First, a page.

Every so often, we witness something spectacular here on Kapama; something that we do not expect to experience. It is something that is not seen on a regular basis and, if seen, is an amazing and once-in-a-lifetime sighting. Something that deserves so much credit is a pack of wild dogs.
Very endangered and vigilant animals, wild dogs walk through reserves regardless of any kinds of obstacles and we have been lucky enough to have a pack of wild dogs on the Kapama property for the last couple of days.
Wild dogs are extremely endangered and regardless of the quality of the sighting, it is still a very special experience that we as rangers also cherish. Wild dogs are known to roam around extremely large areas do to their need to hunting almost every day. They live and hunt in packs therefore there are many mouths to feed. Even though the dogs can give birth to up to twelve pups, unfortunately, their survival rate is not high.
Many of our guests do not know anything about these amazing creatures. Needless to say that they are one of Africa’s most endangered species due to a loss of habitat. For those of you that are not aware of these canines, they are referred to as Africa’s painted dogs due to their unique patterned coats – different colours such as black, white, brown and ginger are visible.
The African wild dogs are extremely successful hunters. Working in packs, surrounding their prey, tiring their prey, and starting to eat while the animal is alive contribute to their success.
While out on our game drive, one of my guests actually asked about wild dogs. I explained that there is a pack that comes through the reserve every now and then but chances are not great of seeing them as they move for very far distances at a time.
That was the end of our conversation about wild dogs until this morning. One of the other rangers had spotted them in the area in which we were driving. So we decided to head that way. Before we got there they had lost visual. I thought to myself we’ll probably not see them again. When we got to a nearby dam, there they were drinking water and keeping their eyes on the hippo inside the water.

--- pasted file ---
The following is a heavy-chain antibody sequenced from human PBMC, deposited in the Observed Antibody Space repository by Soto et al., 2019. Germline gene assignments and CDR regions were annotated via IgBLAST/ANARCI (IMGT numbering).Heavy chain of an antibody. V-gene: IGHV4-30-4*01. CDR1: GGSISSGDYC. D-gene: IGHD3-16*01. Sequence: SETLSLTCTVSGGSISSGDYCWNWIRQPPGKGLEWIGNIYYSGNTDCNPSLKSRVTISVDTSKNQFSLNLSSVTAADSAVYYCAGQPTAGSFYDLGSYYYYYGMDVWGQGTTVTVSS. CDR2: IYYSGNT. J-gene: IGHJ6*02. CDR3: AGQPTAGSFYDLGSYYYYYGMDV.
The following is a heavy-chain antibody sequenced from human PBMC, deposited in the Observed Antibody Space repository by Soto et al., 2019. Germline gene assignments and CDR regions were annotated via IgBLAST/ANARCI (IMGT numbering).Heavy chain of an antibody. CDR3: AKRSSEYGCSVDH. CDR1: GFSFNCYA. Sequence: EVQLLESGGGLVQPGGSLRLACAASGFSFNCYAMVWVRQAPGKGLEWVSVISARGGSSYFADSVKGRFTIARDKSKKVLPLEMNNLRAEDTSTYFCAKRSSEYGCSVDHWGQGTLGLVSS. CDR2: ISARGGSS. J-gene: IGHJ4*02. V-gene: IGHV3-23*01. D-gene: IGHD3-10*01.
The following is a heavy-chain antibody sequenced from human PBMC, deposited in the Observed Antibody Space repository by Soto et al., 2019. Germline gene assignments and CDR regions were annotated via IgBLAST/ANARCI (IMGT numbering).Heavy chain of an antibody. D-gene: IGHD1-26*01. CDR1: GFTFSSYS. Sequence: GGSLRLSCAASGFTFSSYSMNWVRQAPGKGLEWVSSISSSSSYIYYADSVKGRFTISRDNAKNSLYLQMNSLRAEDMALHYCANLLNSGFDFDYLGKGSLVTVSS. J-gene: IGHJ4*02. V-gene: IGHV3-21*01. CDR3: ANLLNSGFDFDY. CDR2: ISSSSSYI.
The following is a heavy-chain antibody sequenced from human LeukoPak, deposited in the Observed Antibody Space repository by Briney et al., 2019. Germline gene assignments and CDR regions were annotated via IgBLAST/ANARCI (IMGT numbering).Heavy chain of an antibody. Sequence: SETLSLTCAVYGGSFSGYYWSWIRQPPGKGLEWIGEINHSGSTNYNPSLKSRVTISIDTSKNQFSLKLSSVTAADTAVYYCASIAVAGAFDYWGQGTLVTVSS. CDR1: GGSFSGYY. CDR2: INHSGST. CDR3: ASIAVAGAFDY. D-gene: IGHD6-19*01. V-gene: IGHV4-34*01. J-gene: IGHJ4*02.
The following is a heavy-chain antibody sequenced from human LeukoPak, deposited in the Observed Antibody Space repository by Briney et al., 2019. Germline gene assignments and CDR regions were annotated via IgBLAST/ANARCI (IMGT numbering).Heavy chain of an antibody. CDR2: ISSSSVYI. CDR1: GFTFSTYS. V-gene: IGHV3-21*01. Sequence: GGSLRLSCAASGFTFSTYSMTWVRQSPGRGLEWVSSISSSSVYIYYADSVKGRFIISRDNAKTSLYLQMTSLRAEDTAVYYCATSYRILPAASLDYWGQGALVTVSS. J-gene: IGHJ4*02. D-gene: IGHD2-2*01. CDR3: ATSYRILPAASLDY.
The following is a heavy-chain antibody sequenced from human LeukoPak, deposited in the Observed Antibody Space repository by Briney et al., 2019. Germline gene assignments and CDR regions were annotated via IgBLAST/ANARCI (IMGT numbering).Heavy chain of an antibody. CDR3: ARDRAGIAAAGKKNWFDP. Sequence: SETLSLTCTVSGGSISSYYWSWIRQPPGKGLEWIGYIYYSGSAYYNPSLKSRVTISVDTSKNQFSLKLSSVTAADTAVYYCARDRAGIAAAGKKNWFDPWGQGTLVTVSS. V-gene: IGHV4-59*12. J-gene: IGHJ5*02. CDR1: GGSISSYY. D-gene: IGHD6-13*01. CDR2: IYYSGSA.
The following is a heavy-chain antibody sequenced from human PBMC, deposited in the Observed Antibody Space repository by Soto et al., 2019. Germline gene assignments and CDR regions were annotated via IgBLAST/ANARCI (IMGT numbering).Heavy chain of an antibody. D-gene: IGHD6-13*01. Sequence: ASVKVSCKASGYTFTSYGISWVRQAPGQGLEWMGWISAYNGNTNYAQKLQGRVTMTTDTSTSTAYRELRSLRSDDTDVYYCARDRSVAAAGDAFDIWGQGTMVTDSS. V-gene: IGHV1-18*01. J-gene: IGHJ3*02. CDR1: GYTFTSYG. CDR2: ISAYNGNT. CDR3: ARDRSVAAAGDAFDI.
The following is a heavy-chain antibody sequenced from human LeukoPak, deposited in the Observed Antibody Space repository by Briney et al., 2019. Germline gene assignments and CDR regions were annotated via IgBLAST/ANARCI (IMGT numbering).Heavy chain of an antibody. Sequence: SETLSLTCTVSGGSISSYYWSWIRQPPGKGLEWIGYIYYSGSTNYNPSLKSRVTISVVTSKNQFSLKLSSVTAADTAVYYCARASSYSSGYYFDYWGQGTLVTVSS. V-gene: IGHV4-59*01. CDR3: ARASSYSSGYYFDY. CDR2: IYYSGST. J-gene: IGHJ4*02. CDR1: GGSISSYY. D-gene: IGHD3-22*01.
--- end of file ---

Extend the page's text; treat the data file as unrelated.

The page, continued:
To our surprise, they starting antagonizing the hippo until it came out the water – probably to chase them away. However, the wild dogs decided to surround this hippo. The hippo was clearly confused – “what are these small creatures doing”. And then it realized that being in the middle of a pack of wild dogs was not a good place to be. He then quickly bolted back into the water for protection. The wild dogs then realized that he would not come out any time soon and moved off.
To be able to experience something like this is not even thought of in the life of a ranger. Seeing wild dogs on its own is a great experience but to see them taking on a fully grown hippo is definitely unheard of.
My guests and I could not comprehend what we just saw and it took sometime for us to soak it all up. What an amazing day it was.
Welcome to the wild dogs. May they decide to stick around in this area for a while.
KC – Kapama River Lodge
As winter approaches there are big changes happening on the reserve. The lush green scenery is being dominated by more and more colours of brown and gold and one can see further and further into the bush. This does have its advantages in the sense of being able to spot animals at greater distances into the bush, but also plays a huge role in the time changes of when the animals are active. Seeing that it gets darker a lot earlier these days, we do a great deal of the afternoon drives at night using the spot lights and head lights to show us where the animals are hiding. Because of this, there is also a big change in the type of sightings we have during the afternoon game drives as we get the opportunity to see the nocturnal animals in more of their natural behaviour patterns. A brilliant example of this happened tonight with the pride of thirteen lions.